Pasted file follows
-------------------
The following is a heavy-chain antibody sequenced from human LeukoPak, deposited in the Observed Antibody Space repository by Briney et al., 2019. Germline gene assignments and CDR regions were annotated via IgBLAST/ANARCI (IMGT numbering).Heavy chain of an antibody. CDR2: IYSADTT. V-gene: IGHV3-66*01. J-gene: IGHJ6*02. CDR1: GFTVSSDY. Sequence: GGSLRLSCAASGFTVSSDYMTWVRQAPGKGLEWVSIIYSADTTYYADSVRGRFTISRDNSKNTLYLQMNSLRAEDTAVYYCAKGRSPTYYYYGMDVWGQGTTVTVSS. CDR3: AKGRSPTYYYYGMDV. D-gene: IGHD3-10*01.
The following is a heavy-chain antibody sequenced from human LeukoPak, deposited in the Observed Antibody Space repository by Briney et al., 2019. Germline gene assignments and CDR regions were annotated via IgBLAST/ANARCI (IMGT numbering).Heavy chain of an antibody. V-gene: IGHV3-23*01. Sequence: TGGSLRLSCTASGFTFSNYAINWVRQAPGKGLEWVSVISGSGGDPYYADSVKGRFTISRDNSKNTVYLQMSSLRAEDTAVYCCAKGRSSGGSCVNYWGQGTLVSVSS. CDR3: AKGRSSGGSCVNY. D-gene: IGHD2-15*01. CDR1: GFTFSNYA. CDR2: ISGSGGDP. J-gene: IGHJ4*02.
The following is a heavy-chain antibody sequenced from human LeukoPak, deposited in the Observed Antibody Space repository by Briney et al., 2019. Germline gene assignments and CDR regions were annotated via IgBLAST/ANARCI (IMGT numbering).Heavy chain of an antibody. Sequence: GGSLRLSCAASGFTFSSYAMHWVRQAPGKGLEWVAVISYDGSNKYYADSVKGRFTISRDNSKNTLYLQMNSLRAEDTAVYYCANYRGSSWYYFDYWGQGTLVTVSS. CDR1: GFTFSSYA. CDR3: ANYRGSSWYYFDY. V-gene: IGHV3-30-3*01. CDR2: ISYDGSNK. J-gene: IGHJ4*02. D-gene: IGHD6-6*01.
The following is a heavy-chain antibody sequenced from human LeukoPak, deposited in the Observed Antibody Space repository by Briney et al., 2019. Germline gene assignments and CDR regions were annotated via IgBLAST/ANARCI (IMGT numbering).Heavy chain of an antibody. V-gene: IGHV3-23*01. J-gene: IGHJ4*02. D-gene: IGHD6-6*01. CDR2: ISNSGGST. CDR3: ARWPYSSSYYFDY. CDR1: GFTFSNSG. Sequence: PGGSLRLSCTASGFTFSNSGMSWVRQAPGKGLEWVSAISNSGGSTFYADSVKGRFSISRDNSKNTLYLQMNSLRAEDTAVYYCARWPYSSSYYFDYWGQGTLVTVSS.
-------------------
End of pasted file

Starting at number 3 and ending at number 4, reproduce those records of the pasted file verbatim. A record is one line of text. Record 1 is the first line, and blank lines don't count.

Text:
The following is a heavy-chain antibody sequenced from human LeukoPak, deposited in the Observed Antibody Space repository by Briney et al., 2019. Germline gene assignments and CDR regions were annotated via IgBLAST/ANARCI (IMGT numbering).Heavy chain of an antibody. Sequence: GGSLRLSCAASGFTFSSYAMHWVRQAPGKGLEWVAVISYDGSNKYYADSVKGRFTISRDNSKNTLYLQMNSLRAEDTAVYYCANYRGSSWYYFDYWGQGTLVTVSS. CDR1: GFTFSSYA. CDR3: ANYRGSSWYYFDY. V-gene: IGHV3-30-3*01. CDR2: ISYDGSNK. J-gene: IGHJ4*02. D-gene: IGHD6-6*01.
The following is a heavy-chain antibody sequenced from human LeukoPak, deposited in the Observed Antibody Space repository by Briney et al., 2019. Germline gene assignments and CDR regions were annotated via IgBLAST/ANARCI (IMGT numbering).Heavy chain of an antibody. V-gene: IGHV3-23*01. J-gene: IGHJ4*02. D-gene: IGHD6-6*01. CDR2: ISNSGGST. CDR3: ARWPYSSSYYFDY. CDR1: GFTFSNSG. Sequence: PGGSLRLSCTASGFTFSNSGMSWVRQAPGKGLEWVSAISNSGGSTFYADSVKGRFSISRDNSKNTLYLQMNSLRAEDTAVYYCARWPYSSSYYFDYWGQGTLVTVSS.